2. AWESOME UNIVERSE, at ARMAGH PLANETARIUM: The year 2012 marks the 50th anniversary of when European astronomers headed south, to Chile, determined to build the most powerful ground-based telescopes in the world and founded ESO (European Southern Observatory).
Armagh Planetarium is celebrating this anniversary by launching a new gallery exhibition. Around 40 visually stunning images have been erected with captions, showcasing celestial objects such as galaxies, nebulae, and star clusters as seen by ESO's observatories, as well as beautiful images of the observatories themselves, which are located in some of the most unusual places on Earth.
Join us for our launch night on Tuesday 4th December 2012 when we will unveil our gallery. You will also have the opportunity to see our Christmas theatre show "Mystery of the Christmas Star" FREE and if the skies are clear we will be observing the wonders of the December night sky. Please note that spaces are limited for our theatre show so pre-booking is essential.
6pm – Doors open
7pm – Gallery Launch
7:30pm – Mystery of the Christmas Star theatre show
8pm – Night sky observing
9pm – Doors close
3. Public Lecture: "From here to Infinity: Gravity and the Cosmos" by Professor (Lord) Martin Rees, Baron Rees of Ludlow, O.M., F.R.S. Friday 7 December, MacNeill Lecture Theatre 3, Hamilton Building, TCD. This is the Synge Public Lecture for 2012. Admission free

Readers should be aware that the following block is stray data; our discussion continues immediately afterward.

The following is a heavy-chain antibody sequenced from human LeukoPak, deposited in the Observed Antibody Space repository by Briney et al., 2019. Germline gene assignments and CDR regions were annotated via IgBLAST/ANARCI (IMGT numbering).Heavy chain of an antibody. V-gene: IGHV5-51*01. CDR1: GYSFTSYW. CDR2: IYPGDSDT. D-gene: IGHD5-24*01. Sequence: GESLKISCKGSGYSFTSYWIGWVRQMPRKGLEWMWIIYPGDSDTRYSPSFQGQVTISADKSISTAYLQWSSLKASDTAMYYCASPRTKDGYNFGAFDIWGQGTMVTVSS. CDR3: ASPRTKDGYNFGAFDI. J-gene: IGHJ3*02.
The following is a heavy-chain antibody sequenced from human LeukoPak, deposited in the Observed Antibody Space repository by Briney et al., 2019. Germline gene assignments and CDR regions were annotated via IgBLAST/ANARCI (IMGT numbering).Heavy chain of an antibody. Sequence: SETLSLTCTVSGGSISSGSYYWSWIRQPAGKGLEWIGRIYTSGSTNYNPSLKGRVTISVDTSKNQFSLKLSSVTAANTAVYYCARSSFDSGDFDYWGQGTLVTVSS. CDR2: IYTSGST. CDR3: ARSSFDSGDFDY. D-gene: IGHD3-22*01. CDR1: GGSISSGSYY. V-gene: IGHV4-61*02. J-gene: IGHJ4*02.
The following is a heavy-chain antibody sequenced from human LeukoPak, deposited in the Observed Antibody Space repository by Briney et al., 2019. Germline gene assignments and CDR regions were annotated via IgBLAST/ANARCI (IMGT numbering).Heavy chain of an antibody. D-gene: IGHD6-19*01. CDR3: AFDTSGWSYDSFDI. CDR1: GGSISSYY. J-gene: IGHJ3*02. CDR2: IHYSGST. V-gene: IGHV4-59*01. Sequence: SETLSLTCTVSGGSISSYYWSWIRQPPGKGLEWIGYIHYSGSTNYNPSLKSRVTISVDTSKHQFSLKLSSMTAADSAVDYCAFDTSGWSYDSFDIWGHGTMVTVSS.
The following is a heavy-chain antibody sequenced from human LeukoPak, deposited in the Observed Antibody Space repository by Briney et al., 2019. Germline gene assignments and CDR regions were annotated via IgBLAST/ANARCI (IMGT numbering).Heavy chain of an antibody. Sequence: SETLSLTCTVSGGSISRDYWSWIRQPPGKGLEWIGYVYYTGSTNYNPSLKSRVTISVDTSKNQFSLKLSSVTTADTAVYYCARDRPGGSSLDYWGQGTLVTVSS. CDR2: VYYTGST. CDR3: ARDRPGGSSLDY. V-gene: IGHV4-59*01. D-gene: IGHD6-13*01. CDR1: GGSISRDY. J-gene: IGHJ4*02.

4. Venus, Mercury and Moon: conjunction. On Dec 11, Venus and Mercury will be joined by a thin waning crescent moon, lying just to the right of Venus. You also get an excellent chance on the morning of Dec 12 to see a rare phenomenon: Mercury appearing further from the Sun than the Moon. On that morning the 1.7% illuminated Moon will lie as much as 5˚ below and left of the innermost planet. Look from about 07.40, low in the SE: find Venus first, then scan with binoculars to the lower left to find Mercury, and beyond it, the very thin crescent of the Moon. A lovely photo opportunity: Saturn, Venus, Mercury & an almost impossibly thin crescent moon.
5. ISS: The International Space Station will commence another series of evening passes over Ireland on December 13. Full details for your own location, along with lots of other information, on the free site www.heavens-above.com.